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July 1924

Neurologic Diagnosis.

Arch NeurPsych. 1924;12(1):129-130. doi:10.1001/archneurpsyc.1924.02200010132009

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In his preface, Dr. Davis says: "If this book serves as a bridge between the text-book upon the anatomy of the nervous system and the clinical text of nervous diseases it will fulfil its purpose." The need of such a bridge, which is short enough to be easily crossed by the busy student, has been appreciated only in recent years, and Davis has met this need perhaps better than any who have so far tried to fill it.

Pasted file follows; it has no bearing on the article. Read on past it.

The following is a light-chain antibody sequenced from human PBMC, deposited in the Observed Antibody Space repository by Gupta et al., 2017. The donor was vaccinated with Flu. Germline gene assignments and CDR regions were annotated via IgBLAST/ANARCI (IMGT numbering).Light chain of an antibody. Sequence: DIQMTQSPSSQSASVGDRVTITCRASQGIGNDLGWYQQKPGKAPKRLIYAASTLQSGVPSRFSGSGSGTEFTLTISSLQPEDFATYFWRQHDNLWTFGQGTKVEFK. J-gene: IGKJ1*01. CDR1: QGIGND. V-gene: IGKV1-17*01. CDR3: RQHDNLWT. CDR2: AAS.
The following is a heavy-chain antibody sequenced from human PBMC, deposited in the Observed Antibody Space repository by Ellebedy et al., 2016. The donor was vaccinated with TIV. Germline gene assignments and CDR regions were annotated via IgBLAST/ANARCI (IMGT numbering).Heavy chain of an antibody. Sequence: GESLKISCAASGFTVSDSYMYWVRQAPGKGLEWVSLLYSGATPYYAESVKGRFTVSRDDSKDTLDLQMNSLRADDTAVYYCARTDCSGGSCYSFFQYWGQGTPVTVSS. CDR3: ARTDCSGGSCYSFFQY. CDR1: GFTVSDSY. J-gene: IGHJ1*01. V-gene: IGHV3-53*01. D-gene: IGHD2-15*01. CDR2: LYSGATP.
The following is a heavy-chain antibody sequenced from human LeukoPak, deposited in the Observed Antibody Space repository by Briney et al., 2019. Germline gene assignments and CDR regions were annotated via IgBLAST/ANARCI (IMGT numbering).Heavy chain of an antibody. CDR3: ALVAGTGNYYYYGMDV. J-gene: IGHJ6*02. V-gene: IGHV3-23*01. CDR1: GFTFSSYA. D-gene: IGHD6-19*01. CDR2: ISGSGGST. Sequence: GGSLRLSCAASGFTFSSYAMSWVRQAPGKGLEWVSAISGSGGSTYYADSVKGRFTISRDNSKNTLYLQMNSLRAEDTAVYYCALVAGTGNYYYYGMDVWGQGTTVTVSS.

Approximately the first third of the book consists of general principles of neurologic diagnosis, covering the essentials of nervous system anatomy and localization principles. The remainder consists of excellent descriptions of twenty-nine illustrative cases with history, important questions, discussion and diagnosis in each case. Here are included the chief types of lesions from the peripheral nerves and spinal cord groups to the brain stem, cerebral and cerebellar syndromes. Satisfactory diagrams are given